• Accept – if the paper is suitable for publication in its current form.
    • Minor revision – if the paper will be ready for publication after light revisions. Please list the revisions you would recommend the author makes.
    • Major revision – if the paper would benefit from substantial changes such as expanded data analysis, widening of the literature review, or rewriting sections of the text.
    • Reject – if the paper is not suitable for publication with this journal or if the revisions that would need to be undertaken are too fundamental for the submission to continue being considered in its current form.

Provide detailed comments

    • To ensure quality and consistency in reviews, reviewers must read the reviewer guidelines and use Word's track changes to embed their comments into the manuscript.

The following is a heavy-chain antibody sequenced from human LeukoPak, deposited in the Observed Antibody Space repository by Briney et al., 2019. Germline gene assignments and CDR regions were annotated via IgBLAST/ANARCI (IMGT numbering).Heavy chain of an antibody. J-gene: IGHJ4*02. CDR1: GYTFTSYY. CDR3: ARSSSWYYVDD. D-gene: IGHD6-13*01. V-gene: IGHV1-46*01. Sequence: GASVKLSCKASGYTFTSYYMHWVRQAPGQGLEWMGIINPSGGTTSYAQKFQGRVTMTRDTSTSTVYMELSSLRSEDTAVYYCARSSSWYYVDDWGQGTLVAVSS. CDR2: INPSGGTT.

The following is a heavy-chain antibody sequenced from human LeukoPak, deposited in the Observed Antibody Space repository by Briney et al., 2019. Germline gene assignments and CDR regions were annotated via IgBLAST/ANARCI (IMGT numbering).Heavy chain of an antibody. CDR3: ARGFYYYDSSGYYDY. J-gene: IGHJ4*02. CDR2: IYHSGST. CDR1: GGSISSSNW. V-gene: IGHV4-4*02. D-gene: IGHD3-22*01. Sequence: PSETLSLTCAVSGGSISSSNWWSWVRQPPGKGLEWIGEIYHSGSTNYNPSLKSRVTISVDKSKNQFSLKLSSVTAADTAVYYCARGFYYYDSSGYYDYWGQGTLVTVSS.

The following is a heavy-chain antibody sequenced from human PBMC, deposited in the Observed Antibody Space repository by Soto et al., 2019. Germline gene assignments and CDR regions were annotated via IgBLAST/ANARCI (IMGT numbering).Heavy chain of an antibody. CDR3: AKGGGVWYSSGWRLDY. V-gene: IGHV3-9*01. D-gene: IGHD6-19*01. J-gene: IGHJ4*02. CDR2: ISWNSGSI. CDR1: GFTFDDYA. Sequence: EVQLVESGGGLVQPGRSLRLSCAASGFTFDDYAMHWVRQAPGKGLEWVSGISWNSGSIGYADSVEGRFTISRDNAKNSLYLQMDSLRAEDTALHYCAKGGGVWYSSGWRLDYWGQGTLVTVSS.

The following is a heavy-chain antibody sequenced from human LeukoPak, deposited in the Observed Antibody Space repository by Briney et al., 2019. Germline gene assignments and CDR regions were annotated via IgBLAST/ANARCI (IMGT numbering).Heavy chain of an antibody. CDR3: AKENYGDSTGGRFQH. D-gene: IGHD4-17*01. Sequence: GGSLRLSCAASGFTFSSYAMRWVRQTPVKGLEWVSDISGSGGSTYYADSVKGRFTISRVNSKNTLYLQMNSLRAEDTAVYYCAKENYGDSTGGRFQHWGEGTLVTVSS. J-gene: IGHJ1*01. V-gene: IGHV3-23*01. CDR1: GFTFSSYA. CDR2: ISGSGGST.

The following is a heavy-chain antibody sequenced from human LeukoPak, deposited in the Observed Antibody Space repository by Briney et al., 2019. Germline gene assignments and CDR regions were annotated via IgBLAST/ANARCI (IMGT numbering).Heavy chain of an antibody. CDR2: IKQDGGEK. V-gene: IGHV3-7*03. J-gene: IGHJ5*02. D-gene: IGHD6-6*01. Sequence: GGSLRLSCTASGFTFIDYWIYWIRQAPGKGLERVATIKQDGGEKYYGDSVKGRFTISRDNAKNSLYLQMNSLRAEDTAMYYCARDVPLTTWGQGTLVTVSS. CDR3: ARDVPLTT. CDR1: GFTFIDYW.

• These should be suitable for transmission to the authors; use the comment to the author as an opportunity to seek clarification on any unclear points and for further elaboration.
    • If you have time, make suggestions as to how the author can improve clarity, succinctness, and the overall quality of the presentation.
    • Confirm whether you feel the subject of the paper is sufficiently interesting to justify its length; if you recommend shortening, it is useful to the author(s) if you can indicate specific areas where you think that shortening is required.
    • It is not the job of the reviewer to edit the paper for English, but it is helpful if you correct the English where the technical meaning is unclear.

What if you are unable to review?
Sometimes you will be asked to review a paper when you do not have sufficient time available. In this situation, you should make the editorial office aware that you are unavailable as soon as possible. It is very helpful if you are able to recommend an alternative expert or someone whose opinion you trust. If you are unable to complete your report on a paper in the agreed-upon timeframe required by the journal, please inform the editorial office as soon as possible so that the refereeing procedure is not delayed.